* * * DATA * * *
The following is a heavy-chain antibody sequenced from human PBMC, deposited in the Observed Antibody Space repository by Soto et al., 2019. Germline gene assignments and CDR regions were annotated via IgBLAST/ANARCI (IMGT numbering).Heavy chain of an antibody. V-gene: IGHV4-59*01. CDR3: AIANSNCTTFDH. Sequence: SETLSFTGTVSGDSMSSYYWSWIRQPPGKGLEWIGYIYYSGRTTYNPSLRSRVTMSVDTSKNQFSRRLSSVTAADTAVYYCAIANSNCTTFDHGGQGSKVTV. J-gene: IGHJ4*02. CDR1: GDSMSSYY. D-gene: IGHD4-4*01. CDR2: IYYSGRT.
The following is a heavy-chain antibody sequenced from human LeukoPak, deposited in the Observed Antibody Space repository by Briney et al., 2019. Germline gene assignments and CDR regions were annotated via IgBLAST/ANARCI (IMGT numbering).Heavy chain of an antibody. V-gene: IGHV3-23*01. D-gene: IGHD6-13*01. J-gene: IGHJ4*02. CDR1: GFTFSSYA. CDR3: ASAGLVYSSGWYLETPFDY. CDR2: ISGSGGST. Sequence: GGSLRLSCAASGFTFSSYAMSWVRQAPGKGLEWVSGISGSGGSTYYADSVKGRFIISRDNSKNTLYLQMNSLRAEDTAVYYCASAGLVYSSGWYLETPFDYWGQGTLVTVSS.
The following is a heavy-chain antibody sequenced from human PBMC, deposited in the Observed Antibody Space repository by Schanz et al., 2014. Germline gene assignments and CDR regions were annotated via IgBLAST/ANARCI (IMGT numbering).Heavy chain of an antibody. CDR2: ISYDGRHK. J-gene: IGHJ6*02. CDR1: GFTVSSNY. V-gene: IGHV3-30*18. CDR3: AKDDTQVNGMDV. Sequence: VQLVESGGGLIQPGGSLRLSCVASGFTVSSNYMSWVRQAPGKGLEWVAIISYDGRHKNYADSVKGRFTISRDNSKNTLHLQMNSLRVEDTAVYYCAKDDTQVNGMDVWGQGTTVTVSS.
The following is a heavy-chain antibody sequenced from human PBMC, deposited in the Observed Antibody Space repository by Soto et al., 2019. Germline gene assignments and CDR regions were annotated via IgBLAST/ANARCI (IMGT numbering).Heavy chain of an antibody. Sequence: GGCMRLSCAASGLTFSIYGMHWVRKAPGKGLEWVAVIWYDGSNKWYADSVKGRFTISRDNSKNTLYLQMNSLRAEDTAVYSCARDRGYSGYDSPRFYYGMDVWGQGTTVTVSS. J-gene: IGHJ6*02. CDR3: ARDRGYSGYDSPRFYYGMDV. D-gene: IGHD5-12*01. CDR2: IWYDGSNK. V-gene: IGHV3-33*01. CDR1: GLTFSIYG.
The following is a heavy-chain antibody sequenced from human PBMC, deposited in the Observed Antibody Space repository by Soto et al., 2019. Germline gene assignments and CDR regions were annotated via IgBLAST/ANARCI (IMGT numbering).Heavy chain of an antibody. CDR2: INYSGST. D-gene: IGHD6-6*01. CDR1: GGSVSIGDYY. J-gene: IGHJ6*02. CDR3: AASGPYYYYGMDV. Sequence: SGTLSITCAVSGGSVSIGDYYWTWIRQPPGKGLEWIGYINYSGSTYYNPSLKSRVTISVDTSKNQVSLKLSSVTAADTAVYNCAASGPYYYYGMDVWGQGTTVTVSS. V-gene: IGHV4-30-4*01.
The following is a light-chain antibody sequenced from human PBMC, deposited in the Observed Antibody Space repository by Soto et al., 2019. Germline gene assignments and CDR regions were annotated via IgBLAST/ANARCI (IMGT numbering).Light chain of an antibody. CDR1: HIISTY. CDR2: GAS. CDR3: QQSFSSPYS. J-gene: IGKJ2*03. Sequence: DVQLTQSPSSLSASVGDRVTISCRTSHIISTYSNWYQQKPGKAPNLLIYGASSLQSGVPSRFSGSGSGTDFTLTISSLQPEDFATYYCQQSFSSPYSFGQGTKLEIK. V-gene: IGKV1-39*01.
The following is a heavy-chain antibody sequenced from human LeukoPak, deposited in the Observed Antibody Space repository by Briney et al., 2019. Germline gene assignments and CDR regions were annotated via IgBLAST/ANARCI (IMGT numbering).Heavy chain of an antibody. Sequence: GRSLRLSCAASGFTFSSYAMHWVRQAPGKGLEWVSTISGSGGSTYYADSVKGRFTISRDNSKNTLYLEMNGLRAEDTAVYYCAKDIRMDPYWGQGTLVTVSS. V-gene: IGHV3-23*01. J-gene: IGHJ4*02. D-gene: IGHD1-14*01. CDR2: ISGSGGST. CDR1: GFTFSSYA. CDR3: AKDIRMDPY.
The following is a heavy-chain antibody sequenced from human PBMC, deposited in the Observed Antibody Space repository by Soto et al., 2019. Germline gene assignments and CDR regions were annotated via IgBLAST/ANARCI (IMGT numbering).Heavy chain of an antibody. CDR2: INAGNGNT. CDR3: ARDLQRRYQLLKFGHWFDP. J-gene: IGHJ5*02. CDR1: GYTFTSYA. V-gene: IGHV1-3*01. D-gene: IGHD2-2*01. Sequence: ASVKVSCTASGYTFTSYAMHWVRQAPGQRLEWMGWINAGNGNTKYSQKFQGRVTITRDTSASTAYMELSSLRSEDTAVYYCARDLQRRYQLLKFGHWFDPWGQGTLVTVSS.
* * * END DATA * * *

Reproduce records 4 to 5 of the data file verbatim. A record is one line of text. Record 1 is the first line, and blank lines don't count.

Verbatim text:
The following is a heavy-chain antibody sequenced from human PBMC, deposited in the Observed Antibody Space repository by Soto et al., 2019. Germline gene assignments and CDR regions were annotated via IgBLAST/ANARCI (IMGT numbering).Heavy chain of an antibody. Sequence: GGCMRLSCAASGLTFSIYGMHWVRKAPGKGLEWVAVIWYDGSNKWYADSVKGRFTISRDNSKNTLYLQMNSLRAEDTAVYSCARDRGYSGYDSPRFYYGMDVWGQGTTVTVSS. J-gene: IGHJ6*02. CDR3: ARDRGYSGYDSPRFYYGMDV. D-gene: IGHD5-12*01. CDR2: IWYDGSNK. V-gene: IGHV3-33*01. CDR1: GLTFSIYG.
The following is a heavy-chain antibody sequenced from human PBMC, deposited in the Observed Antibody Space repository by Soto et al., 2019. Germline gene assignments and CDR regions were annotated via IgBLAST/ANARCI (IMGT numbering).Heavy chain of an antibody. CDR2: INYSGST. D-gene: IGHD6-6*01. CDR1: GGSVSIGDYY. J-gene: IGHJ6*02. CDR3: AASGPYYYYGMDV. Sequence: SGTLSITCAVSGGSVSIGDYYWTWIRQPPGKGLEWIGYINYSGSTYYNPSLKSRVTISVDTSKNQVSLKLSSVTAADTAVYNCAASGPYYYYGMDVWGQGTTVTVSS. V-gene: IGHV4-30-4*01.